Though long-term savings are important, sometimes getting quick results can motivate you to stick to a savings goal. Over time, small areas of savings can add up and be used to contribute to an emergency fund or to fund a future dream.
Of course, everyone’s spending habits are different. See which of these suggestions could make the biggest difference for your bottom line.
1. Cancel unnecessary subscription services and memberships
To be an effective saver, get rid of unnecessary subscriptions. Perhaps you signed up for a new streaming service for the free promotional period but forgot to cancel it. Or maybe you have a gym membership you no longer use. Go through your monthly credit card or bank statements to look for recurring subscription charges.
You don’t need an account at a specific institution to get a helping hand. There are a number of fintech services—like Trim and Truebill—that are designed to help you find ways to save on subscriptions and other bills.
2. Automate your savings with an app
If you often forget to put money into your savings account or struggle to know how much to sock away, consider using an app that does the work for you.
There are plenty of apps that will automate your savings. Qapital and Digit are two options. These automated savings apps are designed to automatically transfer a predetermined amount from your paycheck into your savings.
You won’t earn the highest annual percentage yield (or sometimes any) on your deposits with these apps, so once you’ve saved up a bundle, consider transferring the money into a high-yield savings account.
3. Set up automatic payments for bills if you make a steady salary
We’re busy. It’s all too easy to forget to pay all of our bills on time. One easy way to save money is to pay your bills when they’re due, assuming you can afford to do so.
Companies charge you late fees for overdue balances. While this might amount to just $5 here or $10 there, those fees quickly add up. Credit card late fees can be a lot more expensive.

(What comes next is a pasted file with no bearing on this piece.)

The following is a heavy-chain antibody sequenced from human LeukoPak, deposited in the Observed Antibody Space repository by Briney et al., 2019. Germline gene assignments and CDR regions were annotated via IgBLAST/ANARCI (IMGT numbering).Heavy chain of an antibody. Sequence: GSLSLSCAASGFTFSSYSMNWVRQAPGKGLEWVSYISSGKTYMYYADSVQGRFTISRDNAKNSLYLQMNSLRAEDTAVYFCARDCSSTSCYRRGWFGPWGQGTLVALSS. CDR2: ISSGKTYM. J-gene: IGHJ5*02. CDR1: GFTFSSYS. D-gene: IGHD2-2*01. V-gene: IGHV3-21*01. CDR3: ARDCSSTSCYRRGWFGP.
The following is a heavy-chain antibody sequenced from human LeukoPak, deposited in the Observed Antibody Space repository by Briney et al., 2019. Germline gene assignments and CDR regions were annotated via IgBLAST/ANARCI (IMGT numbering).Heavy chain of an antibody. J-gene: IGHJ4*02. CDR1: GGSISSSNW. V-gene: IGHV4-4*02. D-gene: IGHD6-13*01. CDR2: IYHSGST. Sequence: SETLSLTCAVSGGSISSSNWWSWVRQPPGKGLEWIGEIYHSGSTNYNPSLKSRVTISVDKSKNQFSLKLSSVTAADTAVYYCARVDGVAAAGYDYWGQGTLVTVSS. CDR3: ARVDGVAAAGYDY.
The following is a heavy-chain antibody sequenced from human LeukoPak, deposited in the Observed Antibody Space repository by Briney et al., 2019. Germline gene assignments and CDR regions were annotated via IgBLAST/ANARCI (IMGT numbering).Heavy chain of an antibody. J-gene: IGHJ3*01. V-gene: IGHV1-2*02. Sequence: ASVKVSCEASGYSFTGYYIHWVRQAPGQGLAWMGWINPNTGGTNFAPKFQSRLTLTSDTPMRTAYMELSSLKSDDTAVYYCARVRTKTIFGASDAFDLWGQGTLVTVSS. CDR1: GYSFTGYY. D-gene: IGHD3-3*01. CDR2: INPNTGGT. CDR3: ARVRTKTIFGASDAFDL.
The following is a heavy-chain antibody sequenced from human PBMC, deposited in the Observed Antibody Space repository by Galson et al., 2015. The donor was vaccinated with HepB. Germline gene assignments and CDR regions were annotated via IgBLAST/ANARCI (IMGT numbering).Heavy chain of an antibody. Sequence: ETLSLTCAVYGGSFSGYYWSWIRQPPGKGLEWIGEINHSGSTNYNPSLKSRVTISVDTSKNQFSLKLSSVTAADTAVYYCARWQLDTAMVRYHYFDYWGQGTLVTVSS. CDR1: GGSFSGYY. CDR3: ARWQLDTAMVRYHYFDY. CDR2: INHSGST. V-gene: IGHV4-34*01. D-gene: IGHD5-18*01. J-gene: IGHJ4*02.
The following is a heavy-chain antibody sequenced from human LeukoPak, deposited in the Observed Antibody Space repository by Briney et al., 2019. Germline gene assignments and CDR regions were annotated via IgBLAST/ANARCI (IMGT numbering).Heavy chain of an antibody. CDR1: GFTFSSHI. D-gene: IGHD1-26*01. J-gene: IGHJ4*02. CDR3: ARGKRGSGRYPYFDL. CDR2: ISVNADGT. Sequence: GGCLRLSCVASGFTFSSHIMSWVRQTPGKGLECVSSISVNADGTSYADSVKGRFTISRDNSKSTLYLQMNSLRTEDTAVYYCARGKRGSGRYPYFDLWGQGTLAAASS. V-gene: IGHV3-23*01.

People with irregular income may want to hold off automating bill payments and instead consider trying a service like Steady, which connects you to side gigs and other earning opportunities near your payday and bill due dates.
Some banks let you set up a rule within your digital banking account. At Chase Bank, online banking customers can set up an auto-savings rule so that when, for example, they receive a $1,000 deposit, the bank automatically moves $100 of it into a savings account.
4. Switch banks
Banks make a lot of money from account fees. In fact, banks made over $8 billion in 2021 in overdraft and nonsufficient funds fees alone, according to the Consumer Financial Protection Bureau.
It’s easy to avoid paying monthly fees, particularly at online banks. Nearly half (46 percent) of checking accounts that don’t earn interest are free, according to Bankrate’s 2022 checking account and ATM fee study. Some banks will even give you a generous bonus just for opening an account.
For your savings account, look for one that pays a competitive yield. Compare savings accounts rates and fees to find one that fits your needs.